Black bryony

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Black bryony (Tamus communis) is a flowering, herbaceous vine in the yam family (Dioscoreaceae) that grows 2-4 meters tall and bears bright red berry fruit. Native to Europe, northwestern Africa, and western Asia, black bryony has twining stems and spirally arranged heart-shaped leaves that grow up to 10 centimeters long and 8 centimeters wide. The greenish-yellow flowers grow to be 3-6 millimeters in diameter, with six petals per bloom. The male flowers produce then 5-10 centimeters racemes; female flowers are arranged in shorter clusters.
There is currently insufficient available evidence in humans to support the use of black bryony for any indication.
Black bryony (Tamus communis) is not currently listed on the U.S. Food and Drug Administration (FDA) "Everything Added to Food in the United States" (EAFUS) database, and its generally regarded as safe (GRAS) status is currently not available.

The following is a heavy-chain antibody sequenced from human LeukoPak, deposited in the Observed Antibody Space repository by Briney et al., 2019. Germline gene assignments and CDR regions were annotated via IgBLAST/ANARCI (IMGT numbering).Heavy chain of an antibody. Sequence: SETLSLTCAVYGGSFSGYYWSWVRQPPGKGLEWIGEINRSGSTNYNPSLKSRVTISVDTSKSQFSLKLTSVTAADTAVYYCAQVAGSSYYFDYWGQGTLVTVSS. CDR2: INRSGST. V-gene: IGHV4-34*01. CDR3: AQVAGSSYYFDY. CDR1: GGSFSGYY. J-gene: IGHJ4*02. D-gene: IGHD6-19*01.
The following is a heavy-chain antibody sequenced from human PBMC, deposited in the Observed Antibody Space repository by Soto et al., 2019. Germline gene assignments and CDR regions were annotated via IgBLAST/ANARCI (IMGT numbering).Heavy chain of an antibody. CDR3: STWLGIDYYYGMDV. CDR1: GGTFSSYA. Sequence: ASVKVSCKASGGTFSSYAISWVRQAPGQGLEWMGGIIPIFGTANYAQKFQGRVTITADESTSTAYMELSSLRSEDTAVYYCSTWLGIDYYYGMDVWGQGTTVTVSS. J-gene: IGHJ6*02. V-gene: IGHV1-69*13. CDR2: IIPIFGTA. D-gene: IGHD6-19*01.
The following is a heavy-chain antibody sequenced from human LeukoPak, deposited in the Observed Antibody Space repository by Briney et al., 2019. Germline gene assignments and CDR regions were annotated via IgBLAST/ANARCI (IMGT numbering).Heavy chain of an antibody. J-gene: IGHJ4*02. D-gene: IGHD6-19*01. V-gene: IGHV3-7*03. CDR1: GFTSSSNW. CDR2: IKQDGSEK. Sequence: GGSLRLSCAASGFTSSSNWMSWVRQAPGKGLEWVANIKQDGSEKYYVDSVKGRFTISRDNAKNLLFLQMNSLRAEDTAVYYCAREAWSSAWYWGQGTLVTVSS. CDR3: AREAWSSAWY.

According to secondary sources, all components of the black bryony plant, including the tubers, are poisonous due to saponin content. Therefore, it is not typically used internally; however, it has been used as a poultice for bruises and inflamed joints. It has been suggested that black bryony be used topically with caution, due to a tendency for the plant to cause painful blisters.
Studies have isolated calcium oxalate deposits and histamines in the berry juice and rhizomes, which may contribute to skin irritation and contact dermatitis associated with black bryony.

Related Terms

Calcium oxalate crystals, dihydrophenanthrene, dioscin, Dioscoreaceae (family), Dioscorea communis, gracillin, histamine, phenanthrenes, Tamus communis.
Note: Black bryony should not be confused with bryony species of the Bryonia genus. Byronia species, such as white bryony (Bryonia alba), are members of the Cucurbitaceae family and are unrelated to black bryony and other members of the Dioscoreaceae family.

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These uses have been tested in humans or animals. Safety and effectiveness have not always been proven. Some of these conditions are potentially serious, and should be evaluated by a qualified healthcare provider.